Both the Selangor and Penang PR state governments have commissioned studies on the revival of local governments, resulting in very different reports.
The Penang report holds that the power is in the hand of the federal government and the state can do nothing.
The Selangor report, commissioned to the Coalition of Good Governance (CGG) and submitted in July, listed three solutions to reintroduce local elections, two of which do not require federal consent.
While the report has been made public soon after its submission to the state government, it was widely reported in the media and few have read it. Feel free to share this pdf copy with your friend. LCE paper_final_23Dec2009
Reporters have been asking this question: Is Penanti another referendum?
My take is this: elections become a referendum only when a decision on personnel transform into a decision on issue.
In other words, it must be dominated by a single issue, and arguably one of national significance.
While real referendums can have more than one question on the ballot, a metaphorical referendum cannot. If you can interpret the outcome in many ways, you can’t call it a referendum.
However, referendum or not, by-elections are “mid-term” elections, like “mid-term examinations”. They can always serve as a barometer of the popular mood even if they dont begin as a referendum.
Just dont think we should over-use certain words.
It’s Najib who needs no more by-elections, not even for the PR-held seats which offer a chance for BN to recover lost ground. Why? He does not have confidence of his own chance.
Money politics no longer works. Threat no longer works.
But Malaysia needs two more by-elections. To be precise, two by-elections for BN-held state seats in Perak. Here are the list of the seats that you can choose for:
Civil Society Organizations Joint Statement: 28 November 2008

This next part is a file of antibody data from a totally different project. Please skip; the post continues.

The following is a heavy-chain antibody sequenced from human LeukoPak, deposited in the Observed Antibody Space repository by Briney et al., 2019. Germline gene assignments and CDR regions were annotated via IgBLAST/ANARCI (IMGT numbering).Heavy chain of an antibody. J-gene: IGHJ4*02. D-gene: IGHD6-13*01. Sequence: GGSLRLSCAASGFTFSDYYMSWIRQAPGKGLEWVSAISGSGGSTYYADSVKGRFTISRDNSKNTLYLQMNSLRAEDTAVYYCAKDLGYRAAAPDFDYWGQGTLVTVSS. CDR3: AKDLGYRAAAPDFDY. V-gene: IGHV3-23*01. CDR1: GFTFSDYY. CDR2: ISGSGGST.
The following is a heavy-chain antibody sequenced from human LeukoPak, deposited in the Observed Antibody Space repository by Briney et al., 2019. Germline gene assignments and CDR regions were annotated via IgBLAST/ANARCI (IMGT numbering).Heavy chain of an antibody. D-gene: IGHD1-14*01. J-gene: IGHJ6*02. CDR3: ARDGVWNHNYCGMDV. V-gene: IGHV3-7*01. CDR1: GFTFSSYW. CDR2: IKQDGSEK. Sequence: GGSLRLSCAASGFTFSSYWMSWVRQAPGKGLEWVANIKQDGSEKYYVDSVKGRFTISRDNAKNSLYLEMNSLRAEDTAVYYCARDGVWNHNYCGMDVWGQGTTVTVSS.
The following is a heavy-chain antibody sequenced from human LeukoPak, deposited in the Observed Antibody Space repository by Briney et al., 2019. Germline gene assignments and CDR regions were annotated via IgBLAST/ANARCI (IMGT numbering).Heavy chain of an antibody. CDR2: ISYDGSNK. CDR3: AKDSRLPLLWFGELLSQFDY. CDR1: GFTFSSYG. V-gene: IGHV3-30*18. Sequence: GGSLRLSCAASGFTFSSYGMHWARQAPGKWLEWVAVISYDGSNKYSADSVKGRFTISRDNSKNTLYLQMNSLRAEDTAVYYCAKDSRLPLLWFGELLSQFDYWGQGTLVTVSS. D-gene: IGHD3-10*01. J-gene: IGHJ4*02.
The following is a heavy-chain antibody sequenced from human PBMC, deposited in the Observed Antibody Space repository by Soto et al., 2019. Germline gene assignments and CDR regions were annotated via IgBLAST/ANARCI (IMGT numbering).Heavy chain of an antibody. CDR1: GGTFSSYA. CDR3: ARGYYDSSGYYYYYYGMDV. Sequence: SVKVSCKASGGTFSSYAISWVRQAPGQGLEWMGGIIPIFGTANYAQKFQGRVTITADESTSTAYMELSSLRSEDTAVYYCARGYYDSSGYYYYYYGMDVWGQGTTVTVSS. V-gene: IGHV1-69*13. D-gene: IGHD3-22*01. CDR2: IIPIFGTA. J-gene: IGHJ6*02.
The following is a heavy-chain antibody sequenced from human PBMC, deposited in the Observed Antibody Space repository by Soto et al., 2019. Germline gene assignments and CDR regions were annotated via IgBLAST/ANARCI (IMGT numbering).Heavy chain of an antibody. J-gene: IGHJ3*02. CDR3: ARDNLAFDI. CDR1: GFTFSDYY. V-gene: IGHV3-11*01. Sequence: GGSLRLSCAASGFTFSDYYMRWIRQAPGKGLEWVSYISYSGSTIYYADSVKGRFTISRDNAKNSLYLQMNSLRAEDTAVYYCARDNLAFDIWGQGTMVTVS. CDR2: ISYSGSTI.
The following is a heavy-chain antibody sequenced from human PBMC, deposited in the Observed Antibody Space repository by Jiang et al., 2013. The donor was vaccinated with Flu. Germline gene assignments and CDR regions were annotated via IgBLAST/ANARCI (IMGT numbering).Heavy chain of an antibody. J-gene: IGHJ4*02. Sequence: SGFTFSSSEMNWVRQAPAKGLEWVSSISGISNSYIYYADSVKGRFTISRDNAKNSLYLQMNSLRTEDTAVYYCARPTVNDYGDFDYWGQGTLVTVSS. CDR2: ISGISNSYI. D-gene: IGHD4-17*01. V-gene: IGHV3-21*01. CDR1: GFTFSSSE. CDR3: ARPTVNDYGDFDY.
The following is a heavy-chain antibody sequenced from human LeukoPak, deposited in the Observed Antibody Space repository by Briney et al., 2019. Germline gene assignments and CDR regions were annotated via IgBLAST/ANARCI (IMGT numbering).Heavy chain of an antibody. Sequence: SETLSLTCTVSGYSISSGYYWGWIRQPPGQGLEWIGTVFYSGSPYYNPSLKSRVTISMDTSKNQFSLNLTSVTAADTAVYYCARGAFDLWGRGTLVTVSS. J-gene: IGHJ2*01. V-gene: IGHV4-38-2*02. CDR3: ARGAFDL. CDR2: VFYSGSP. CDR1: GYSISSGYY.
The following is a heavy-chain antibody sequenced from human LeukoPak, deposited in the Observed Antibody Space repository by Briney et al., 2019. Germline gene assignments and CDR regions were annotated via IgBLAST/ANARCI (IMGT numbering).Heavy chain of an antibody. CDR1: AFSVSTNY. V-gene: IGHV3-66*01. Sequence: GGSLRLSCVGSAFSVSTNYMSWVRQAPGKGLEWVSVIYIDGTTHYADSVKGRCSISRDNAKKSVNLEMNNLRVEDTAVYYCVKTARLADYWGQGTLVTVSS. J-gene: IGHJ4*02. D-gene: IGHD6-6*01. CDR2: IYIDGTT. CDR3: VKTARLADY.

Time for a PR Shadow Cabinet
We, the undersigned civil society groups call upon the Pakatan Rakyat to set up a shadow cabinet as soon as possible. Positioning himself as the prime minister-in-waiting, Anwar Ibrahim must present his team of ministers-in-waiting not later than his rival Najib Razak announces his line-up in March.
I have checked with my friends in the Selangor State Government. They said that the state government has never made a promise to make Sept 16 a public holiday.
I must blog this because my previous post might have given you an impression that the Pakatan Rakyat governments have made a false promise. Thanks to their clarification and my apologies here for the “misinformation”.
I was told that other PR state governments (except Penang which promised to begin it next year as it has made August 26 a state holiday) also have not made such commitments. I do remember reading the state governments signaling supports for that idea even though I can’t find the URLs now. (Do provide the URLs if you find them) Perhaps they have just indicated willingness to consider but never come to a positive decision.
Now, the question is: why can’t even Anwar persuade the four other states to follow his suggestion? Whatever the reasons, how should we now read his criticism against BN for unwillingness to declare it a public holiday? Is BN excusable for rejecting the idea all these while? After all, how can you ask a non-believer (BN) of an idea (treasuring the Malaysia project and its birthday) to do more than a believer (PR)?
It just reminds me of local elections, freedom of information legislation, ……
According to Malaysiakini, Selangor Menteri Besar Khalid Ibrahim has abandoned his government’s promise to enact a Freedom of Information legislation in Selangor, citing the constitutional provision that “that state laws which are not consistent with federal legislation” can be declared null and void.
The Menteri Besar seems ignorant that the Federal Constitution also lists under the state’s jurisdiction a power to regulate its own government machinery – which only fits common sense – under the Ninth Schedule.
In Australia, both the commonwealth (federation) and the states/territories have their own FOI laws.
I wonder if Tan Sri Khalid Ibrahim should publish the legal opinion he has sought to enlighten the Malaysian – Selangorian in particular – public.